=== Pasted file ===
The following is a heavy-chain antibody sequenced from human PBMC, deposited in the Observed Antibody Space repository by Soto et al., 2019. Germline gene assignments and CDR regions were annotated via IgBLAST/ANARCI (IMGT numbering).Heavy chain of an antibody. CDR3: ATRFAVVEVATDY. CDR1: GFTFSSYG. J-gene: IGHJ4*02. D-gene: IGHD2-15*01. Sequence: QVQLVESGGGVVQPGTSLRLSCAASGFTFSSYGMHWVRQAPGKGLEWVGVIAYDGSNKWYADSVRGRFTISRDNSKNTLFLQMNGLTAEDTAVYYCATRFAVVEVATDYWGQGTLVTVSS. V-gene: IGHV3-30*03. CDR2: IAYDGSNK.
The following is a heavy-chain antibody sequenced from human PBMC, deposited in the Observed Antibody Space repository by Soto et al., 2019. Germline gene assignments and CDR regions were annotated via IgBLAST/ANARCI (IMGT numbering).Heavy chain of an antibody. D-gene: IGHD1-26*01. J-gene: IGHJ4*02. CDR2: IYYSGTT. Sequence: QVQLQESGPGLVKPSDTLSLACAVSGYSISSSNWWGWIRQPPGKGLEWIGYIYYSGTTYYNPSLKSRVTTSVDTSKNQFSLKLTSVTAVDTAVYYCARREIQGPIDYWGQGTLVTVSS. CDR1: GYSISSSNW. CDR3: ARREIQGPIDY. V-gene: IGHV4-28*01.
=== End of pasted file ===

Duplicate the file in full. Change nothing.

The following is a heavy-chain antibody sequenced from human PBMC, deposited in the Observed Antibody Space repository by Soto et al., 2019. Germline gene assignments and CDR regions were annotated via IgBLAST/ANARCI (IMGT numbering).Heavy chain of an antibody. CDR3: ATRFAVVEVATDY. CDR1: GFTFSSYG. J-gene: IGHJ4*02. D-gene: IGHD2-15*01. Sequence: QVQLVESGGGVVQPGTSLRLSCAASGFTFSSYGMHWVRQAPGKGLEWVGVIAYDGSNKWYADSVRGRFTISRDNSKNTLFLQMNGLTAEDTAVYYCATRFAVVEVATDYWGQGTLVTVSS. V-gene: IGHV3-30*03. CDR2: IAYDGSNK.
The following is a heavy-chain antibody sequenced from human PBMC, deposited in the Observed Antibody Space repository by Soto et al., 2019. Germline gene assignments and CDR regions were annotated via IgBLAST/ANARCI (IMGT numbering).Heavy chain of an antibody. D-gene: IGHD1-26*01. J-gene: IGHJ4*02. CDR2: IYYSGTT. Sequence: QVQLQESGPGLVKPSDTLSLACAVSGYSISSSNWWGWIRQPPGKGLEWIGYIYYSGTTYYNPSLKSRVTTSVDTSKNQFSLKLTSVTAVDTAVYYCARREIQGPIDYWGQGTLVTVSS. CDR1: GYSISSSNW. CDR3: ARREIQGPIDY. V-gene: IGHV4-28*01.